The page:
Walt Whitman at Chatham

"The house is quite crowded, everything impromptu, no system, all bad enough, but I have no doubt the best that can be done; all the wounds pretty bad, some frightful, the men in their old clothes, unclean and bloody." Walt Whitman describing Chatham Manor

Photo of Walt Whitman and Pete Doyle
Walt Whitman and his Confederate soldier friend Pete Doyle in 1865

Library of Congress

Walt Whitman is best known today as a great American poet, yet many of his contemporaries viewed him differently. Whitman's collection of poems entitled Leaves of Grass, first published in 1855, revealed both an unconventional style and themes. His use of free verse challenged traditional literary forms and his open references to the human body threatened the widely held moral beliefs of his time, prompting a literary scandal and public condemnation. However, literary artists such as Ralph Waldo Emerson did support certain aspects of Whitman's work, most notably his conception of his role as an American poet. Whitman fervently believed in the notion that he, as a poet, served as the symbolic representation of the nation, that he was both the celebrant and embodiment of the nation. This understanding of the poet's position stemmed from Whitman's intense Americanism and passion for the Union, and manifested itself in his work through images of nature and the common man.

The Civil War, which imperiled Whitman's beloved Union, also provided the poet with the opportunity to express his patriotic dedication in a different way. In 1862, the 43-year-old poet found his brother, Lieutenant George Whitman of the 51st New York Infantry, listed among the names of those wounded in the Battle of Fredericksburg on December 13. In search of George, Walt left home in Brooklyn to go to Fredericksburg. His search included a stop at Chatham Manor, which launched his service as a wartime nurse and rejuvenated his creative writing.

Perched on a hillside across the Rappahannock River from Fredericksburg, Chatham's ideal location and large size made it popular as a Union headquarters several times during the war. Known then as the Lacy House, Chatham had been converted into a field hospital in the bloody aftermath of the battle. Whitman did not find his brother at Chatham, who it turned out suffered only a slight facial wound, but he saw for the first time the horrors of war and was deeply moved. Wounded men were crowded into every available space inside the house and outside in tents. Amputated arms and legs were thrown out in a large pile under a tree. Whitman noted the horrible sanitary conditions and lack of medical help. He remained in the area through the month assisting doctors however he could. He dressed wounds, talked and read to injured soldiers, and wrote letters home for them. Whitman carefully recorded his thoughts and experiences on scraps of bloodstained paper that he folded over and stuck together with pins. He would eventually have dozens of these little notebooks and would publish many of them, leaving sensitive and touching reflections on the war and the men who fought in it.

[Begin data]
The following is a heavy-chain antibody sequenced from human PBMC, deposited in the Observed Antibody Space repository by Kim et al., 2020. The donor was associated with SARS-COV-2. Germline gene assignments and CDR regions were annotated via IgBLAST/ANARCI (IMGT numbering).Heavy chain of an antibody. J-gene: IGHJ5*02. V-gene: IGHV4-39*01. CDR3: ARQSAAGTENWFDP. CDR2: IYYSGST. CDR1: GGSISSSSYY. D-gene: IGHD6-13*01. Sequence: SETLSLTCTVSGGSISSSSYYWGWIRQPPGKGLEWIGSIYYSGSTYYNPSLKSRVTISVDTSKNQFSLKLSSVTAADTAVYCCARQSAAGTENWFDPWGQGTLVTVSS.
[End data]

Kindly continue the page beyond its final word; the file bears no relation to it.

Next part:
At the end of December 1862, Whitman left Fredericksburg and went to Washington, D.C. There he spent the next three years working at various hospitals, where he "went among from 80,000 to 100,000 of the wounded and sick, as a sustainer of spirit and body in some degree, in time of need." Whitman was profoundly touched by his hospital visits and the men whom he encountered. Serving Union and Confederate soldiers alike, he symbolically saw himself as binding the wounds of the nation, of his beloved Union.

Last updated: February 4, 2015